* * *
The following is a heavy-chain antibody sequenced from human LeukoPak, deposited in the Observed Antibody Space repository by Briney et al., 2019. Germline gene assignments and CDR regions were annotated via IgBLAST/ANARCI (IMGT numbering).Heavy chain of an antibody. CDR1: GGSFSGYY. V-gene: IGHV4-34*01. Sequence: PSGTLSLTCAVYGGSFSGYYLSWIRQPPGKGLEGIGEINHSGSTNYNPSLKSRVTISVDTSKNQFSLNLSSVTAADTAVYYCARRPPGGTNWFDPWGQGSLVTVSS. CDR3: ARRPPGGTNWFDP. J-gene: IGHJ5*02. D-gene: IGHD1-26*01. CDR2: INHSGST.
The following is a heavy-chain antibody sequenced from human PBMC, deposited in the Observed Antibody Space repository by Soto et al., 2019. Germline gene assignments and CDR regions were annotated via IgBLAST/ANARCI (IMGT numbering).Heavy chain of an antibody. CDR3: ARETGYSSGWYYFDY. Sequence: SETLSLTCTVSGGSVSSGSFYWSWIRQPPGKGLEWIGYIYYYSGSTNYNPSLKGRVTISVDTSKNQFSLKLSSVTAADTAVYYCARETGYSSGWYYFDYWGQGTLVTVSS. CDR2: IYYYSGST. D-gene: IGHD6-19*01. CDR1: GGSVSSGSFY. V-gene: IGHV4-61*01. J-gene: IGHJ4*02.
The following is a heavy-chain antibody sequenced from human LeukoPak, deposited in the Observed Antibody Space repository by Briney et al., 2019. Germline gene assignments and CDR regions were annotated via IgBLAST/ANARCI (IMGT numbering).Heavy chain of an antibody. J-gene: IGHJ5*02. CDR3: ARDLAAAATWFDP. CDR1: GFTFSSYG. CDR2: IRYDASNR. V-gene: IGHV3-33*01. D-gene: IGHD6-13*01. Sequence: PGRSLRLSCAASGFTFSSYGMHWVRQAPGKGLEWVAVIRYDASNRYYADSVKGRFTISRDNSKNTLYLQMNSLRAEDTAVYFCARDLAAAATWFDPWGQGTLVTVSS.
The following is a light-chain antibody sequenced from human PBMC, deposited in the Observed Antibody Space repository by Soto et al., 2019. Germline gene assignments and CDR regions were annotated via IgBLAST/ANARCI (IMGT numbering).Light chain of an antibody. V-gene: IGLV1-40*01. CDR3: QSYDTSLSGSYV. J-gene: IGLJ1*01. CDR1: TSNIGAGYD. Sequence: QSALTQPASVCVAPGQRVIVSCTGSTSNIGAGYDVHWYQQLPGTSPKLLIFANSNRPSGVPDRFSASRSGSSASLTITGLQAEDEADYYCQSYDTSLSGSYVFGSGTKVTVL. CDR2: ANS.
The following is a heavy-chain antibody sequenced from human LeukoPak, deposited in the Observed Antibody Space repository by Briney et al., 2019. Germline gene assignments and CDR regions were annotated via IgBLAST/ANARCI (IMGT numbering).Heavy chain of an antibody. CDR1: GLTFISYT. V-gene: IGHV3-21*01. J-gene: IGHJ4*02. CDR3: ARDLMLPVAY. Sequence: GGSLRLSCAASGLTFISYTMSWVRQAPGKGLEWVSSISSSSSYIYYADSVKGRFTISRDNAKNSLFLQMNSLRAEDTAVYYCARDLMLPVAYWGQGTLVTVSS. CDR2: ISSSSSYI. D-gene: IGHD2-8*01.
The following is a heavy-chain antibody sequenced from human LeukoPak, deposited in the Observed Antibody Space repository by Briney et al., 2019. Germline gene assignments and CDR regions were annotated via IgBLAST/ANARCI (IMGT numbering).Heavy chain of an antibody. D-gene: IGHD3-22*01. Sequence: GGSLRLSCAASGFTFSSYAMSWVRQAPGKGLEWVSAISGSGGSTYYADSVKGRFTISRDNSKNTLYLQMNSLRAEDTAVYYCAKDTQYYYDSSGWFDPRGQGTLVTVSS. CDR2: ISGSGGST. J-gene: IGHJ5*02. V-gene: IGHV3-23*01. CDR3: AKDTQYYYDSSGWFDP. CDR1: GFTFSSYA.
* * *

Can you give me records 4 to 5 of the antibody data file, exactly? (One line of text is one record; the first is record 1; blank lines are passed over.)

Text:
The following is a light-chain antibody sequenced from human PBMC, deposited in the Observed Antibody Space repository by Soto et al., 2019. Germline gene assignments and CDR regions were annotated via IgBLAST/ANARCI (IMGT numbering).Light chain of an antibody. V-gene: IGLV1-40*01. CDR3: QSYDTSLSGSYV. J-gene: IGLJ1*01. CDR1: TSNIGAGYD. Sequence: QSALTQPASVCVAPGQRVIVSCTGSTSNIGAGYDVHWYQQLPGTSPKLLIFANSNRPSGVPDRFSASRSGSSASLTITGLQAEDEADYYCQSYDTSLSGSYVFGSGTKVTVL. CDR2: ANS.
The following is a heavy-chain antibody sequenced from human LeukoPak, deposited in the Observed Antibody Space repository by Briney et al., 2019. Germline gene assignments and CDR regions were annotated via IgBLAST/ANARCI (IMGT numbering).Heavy chain of an antibody. CDR1: GLTFISYT. V-gene: IGHV3-21*01. J-gene: IGHJ4*02. CDR3: ARDLMLPVAY. Sequence: GGSLRLSCAASGLTFISYTMSWVRQAPGKGLEWVSSISSSSSYIYYADSVKGRFTISRDNAKNSLFLQMNSLRAEDTAVYYCARDLMLPVAYWGQGTLVTVSS. CDR2: ISSSSSYI. D-gene: IGHD2-8*01.